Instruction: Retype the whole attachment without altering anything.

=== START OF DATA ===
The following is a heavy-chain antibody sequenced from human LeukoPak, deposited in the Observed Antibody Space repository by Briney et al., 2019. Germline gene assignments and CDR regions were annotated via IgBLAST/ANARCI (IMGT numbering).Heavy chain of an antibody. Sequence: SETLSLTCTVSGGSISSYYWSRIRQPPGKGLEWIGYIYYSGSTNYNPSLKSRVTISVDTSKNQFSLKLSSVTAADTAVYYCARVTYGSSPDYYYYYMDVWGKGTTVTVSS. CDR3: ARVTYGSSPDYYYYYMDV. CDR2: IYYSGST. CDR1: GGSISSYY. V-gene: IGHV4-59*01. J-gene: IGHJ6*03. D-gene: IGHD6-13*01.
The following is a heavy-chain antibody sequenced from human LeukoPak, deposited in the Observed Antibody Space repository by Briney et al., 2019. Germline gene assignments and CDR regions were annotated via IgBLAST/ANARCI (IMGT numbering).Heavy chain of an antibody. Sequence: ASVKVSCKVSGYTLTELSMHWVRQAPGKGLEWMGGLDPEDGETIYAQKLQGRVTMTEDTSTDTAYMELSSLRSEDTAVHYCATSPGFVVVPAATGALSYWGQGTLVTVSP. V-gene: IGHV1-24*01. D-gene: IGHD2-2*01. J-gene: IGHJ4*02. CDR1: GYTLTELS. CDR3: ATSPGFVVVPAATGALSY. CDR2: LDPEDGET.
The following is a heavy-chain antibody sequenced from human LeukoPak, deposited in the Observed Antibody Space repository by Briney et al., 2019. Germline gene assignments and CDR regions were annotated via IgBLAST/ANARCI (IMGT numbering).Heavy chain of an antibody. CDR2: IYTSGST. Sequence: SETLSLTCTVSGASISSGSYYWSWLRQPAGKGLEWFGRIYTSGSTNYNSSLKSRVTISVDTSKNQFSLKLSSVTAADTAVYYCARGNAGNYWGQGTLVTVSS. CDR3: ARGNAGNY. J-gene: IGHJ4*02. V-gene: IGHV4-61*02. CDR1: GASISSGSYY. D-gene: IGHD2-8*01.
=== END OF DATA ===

The following is a heavy-chain antibody sequenced from human LeukoPak, deposited in the Observed Antibody Space repository by Briney et al., 2019. Germline gene assignments and CDR regions were annotated via IgBLAST/ANARCI (IMGT numbering).Heavy chain of an antibody. Sequence: SETLSLTCTVSGGSISSYYWSRIRQPPGKGLEWIGYIYYSGSTNYNPSLKSRVTISVDTSKNQFSLKLSSVTAADTAVYYCARVTYGSSPDYYYYYMDVWGKGTTVTVSS. CDR3: ARVTYGSSPDYYYYYMDV. CDR2: IYYSGST. CDR1: GGSISSYY. V-gene: IGHV4-59*01. J-gene: IGHJ6*03. D-gene: IGHD6-13*01.
The following is a heavy-chain antibody sequenced from human LeukoPak, deposited in the Observed Antibody Space repository by Briney et al., 2019. Germline gene assignments and CDR regions were annotated via IgBLAST/ANARCI (IMGT numbering).Heavy chain of an antibody. Sequence: ASVKVSCKVSGYTLTELSMHWVRQAPGKGLEWMGGLDPEDGETIYAQKLQGRVTMTEDTSTDTAYMELSSLRSEDTAVHYCATSPGFVVVPAATGALSYWGQGTLVTVSP. V-gene: IGHV1-24*01. D-gene: IGHD2-2*01. J-gene: IGHJ4*02. CDR1: GYTLTELS. CDR3: ATSPGFVVVPAATGALSY. CDR2: LDPEDGET.
The following is a heavy-chain antibody sequenced from human LeukoPak, deposited in the Observed Antibody Space repository by Briney et al., 2019. Germline gene assignments and CDR regions were annotated via IgBLAST/ANARCI (IMGT numbering).Heavy chain of an antibody. CDR2: IYTSGST. Sequence: SETLSLTCTVSGASISSGSYYWSWLRQPAGKGLEWFGRIYTSGSTNYNSSLKSRVTISVDTSKNQFSLKLSSVTAADTAVYYCARGNAGNYWGQGTLVTVSS. CDR3: ARGNAGNY. J-gene: IGHJ4*02. V-gene: IGHV4-61*02. CDR1: GASISSGSYY. D-gene: IGHD2-8*01.